Burma

Lawyers Protest Colonial Buildings' Privatization

By Hpyo Wai Tha 4 October 2012

RANGOON—After their appeals to the government to preserve two colonial buildings fell on deaf ears, lawyers in Burma’s former capital are preparing to stage a protest to bring attention to their demands.

The Myanmar Lawyers Network said it is now seeking permission to hold a demonstration early next week to protest the sale of the 101-year-old High Court and the Police Commissioner Office in downtown Rangoon to a consortium of local and Chinese businessmen.

The Myanmar Lawyers Network said it had previously cited a 1988 preservation law that carries a five-year prison term for anyone who makes structural changes to landmark buildings as a legal means to nullify the sale of the buildings, which were auctioned off by the previous military government that ceded power in 2011.

“We have requested a halt to the privatization [of the buildings] and presented solid evidence three times to the president and speakers of both Houses of Parliament,” said Kyee Myint, one of the Network members. “However, we have had no response from them, so we are going to take to the streets.”

He explained that both buildings have long played important roles in the country’s judiciary system. However, when the military regime moved the capital to Naypyidaw in 2005, the High Court was downgraded to Rangoon Divisional Court while the Police Commissioner Office became a township court and legal offices. The township court was relocated in May this year and the building was abandoned. A fence was erected around the edifice while it waits the renovation project that will convert it into a hotel.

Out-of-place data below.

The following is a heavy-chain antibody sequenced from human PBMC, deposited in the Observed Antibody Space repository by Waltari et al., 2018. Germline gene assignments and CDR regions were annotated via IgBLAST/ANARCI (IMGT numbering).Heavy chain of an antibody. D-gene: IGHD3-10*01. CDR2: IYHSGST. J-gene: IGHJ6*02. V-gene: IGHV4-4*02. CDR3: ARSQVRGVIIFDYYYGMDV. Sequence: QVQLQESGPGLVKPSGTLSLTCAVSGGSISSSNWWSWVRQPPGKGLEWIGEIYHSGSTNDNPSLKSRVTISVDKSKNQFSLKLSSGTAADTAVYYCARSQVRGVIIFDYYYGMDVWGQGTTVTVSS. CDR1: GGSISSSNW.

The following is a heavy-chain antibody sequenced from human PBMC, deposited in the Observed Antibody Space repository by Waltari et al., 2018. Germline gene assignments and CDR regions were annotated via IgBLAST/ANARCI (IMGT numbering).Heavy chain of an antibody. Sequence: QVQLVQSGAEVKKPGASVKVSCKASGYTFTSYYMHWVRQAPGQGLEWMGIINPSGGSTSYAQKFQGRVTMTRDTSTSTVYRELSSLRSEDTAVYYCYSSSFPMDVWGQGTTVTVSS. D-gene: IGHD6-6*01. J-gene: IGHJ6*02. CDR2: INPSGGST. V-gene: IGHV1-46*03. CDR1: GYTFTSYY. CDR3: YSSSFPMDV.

“It would be such a shame for these buildings to be turned into a hotel and museum,” Kyee Myint added. “We want them to remain as they are.”

Another reason to stop the move is that both buildings appear on the city’s National Heritage List, he said.

“We simply want to preserve our national heritage. It’s questionable whether handing over national heritage sites to the private sector is lawful,” said Ko Ni, another lawyer from Myanmar Lawyers Network.

He said next week’s protest would involve about 100 lawyers, but that they would not chant slogans for fear that they would be arrested for causing public disorder.

The call for the preservation of British colonial buildings comes amid sweeping changes in Burma, officially known as Myanmar, which has been described as a country frozen in time during its half-century of military rule. One of the only cities in Asia with its colonial heritage still intact, Burma is becoming a magnet for economic development as it opens to the outside world.

The former colonial-era Police Commissioner’s Office is a sprawling two-story structure that takes up a square block close to the famed Strand Hotel. In recent years it served as a court complex and is replete with courtrooms, judges’ chambers and other legal offices.

“A Chinese company is going to turn the old Police Commissioner’s Office into a hotel,” lawyer Aung Thein said. “We have to stop this before it goes any further. The Network will exhaust all legal means to stop this privatization deal.”

The lawyers also oppose the sale of the former High Court building to a developer who hopes to convert the red-brick clock-towered structure built in 1911 into a museum and restaurant.

Conservationists have launched a major effort to preserve Rangoon’s architecture and held an international conference in the city in June to draw attention to the cause.

Burma’s economic hub currently provides a measure of protection for 188 sites, but many conservationists fear that some will deteriorate beyond repair or be bought and demolished by developers.

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